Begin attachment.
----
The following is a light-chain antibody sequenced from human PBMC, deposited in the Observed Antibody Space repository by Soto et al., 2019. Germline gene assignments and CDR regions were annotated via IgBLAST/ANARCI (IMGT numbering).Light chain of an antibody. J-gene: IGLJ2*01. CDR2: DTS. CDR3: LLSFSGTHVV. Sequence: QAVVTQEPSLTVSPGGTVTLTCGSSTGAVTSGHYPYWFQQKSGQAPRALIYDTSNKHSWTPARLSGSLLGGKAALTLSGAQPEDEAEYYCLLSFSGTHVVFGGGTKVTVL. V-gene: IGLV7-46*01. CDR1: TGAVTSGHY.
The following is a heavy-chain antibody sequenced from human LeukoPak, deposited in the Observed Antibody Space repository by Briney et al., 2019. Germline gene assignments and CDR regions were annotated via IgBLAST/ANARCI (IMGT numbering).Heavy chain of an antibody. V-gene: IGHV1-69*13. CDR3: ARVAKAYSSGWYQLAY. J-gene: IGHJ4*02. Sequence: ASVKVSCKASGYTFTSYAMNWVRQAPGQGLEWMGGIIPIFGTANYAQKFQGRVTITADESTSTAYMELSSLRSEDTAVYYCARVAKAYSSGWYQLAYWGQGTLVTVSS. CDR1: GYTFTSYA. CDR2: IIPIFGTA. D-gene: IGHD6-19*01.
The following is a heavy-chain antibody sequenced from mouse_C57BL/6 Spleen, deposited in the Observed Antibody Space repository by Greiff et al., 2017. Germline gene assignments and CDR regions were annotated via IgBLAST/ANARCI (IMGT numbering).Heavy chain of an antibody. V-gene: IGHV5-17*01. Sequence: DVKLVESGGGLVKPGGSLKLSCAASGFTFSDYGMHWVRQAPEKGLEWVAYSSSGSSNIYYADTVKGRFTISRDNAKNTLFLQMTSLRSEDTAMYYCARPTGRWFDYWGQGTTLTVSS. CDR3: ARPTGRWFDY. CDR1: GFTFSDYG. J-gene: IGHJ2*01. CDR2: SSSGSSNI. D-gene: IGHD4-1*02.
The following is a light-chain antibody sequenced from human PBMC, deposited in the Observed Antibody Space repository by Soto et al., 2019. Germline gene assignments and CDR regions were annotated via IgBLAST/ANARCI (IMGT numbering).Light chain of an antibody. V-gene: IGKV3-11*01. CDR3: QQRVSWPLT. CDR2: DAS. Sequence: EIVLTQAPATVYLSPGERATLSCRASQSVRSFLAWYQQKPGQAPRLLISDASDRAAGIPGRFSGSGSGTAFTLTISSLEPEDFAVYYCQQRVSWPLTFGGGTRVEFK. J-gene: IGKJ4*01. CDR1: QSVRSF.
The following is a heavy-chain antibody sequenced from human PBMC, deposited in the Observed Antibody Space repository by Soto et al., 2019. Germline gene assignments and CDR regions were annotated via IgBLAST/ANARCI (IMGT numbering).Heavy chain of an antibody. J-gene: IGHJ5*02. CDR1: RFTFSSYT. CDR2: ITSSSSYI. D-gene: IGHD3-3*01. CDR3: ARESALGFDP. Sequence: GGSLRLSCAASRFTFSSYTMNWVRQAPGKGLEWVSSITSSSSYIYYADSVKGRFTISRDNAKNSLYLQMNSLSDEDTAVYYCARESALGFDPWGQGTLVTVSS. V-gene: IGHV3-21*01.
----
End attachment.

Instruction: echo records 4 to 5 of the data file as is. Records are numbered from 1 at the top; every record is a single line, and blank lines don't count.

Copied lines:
The following is a light-chain antibody sequenced from human PBMC, deposited in the Observed Antibody Space repository by Soto et al., 2019. Germline gene assignments and CDR regions were annotated via IgBLAST/ANARCI (IMGT numbering).Light chain of an antibody. V-gene: IGKV3-11*01. CDR3: QQRVSWPLT. CDR2: DAS. Sequence: EIVLTQAPATVYLSPGERATLSCRASQSVRSFLAWYQQKPGQAPRLLISDASDRAAGIPGRFSGSGSGTAFTLTISSLEPEDFAVYYCQQRVSWPLTFGGGTRVEFK. J-gene: IGKJ4*01. CDR1: QSVRSF.
The following is a heavy-chain antibody sequenced from human PBMC, deposited in the Observed Antibody Space repository by Soto et al., 2019. Germline gene assignments and CDR regions were annotated via IgBLAST/ANARCI (IMGT numbering).Heavy chain of an antibody. J-gene: IGHJ5*02. CDR1: RFTFSSYT. CDR2: ITSSSSYI. D-gene: IGHD3-3*01. CDR3: ARESALGFDP. Sequence: GGSLRLSCAASRFTFSSYTMNWVRQAPGKGLEWVSSITSSSSYIYYADSVKGRFTISRDNAKNSLYLQMNSLSDEDTAVYYCARESALGFDPWGQGTLVTVSS. V-gene: IGHV3-21*01.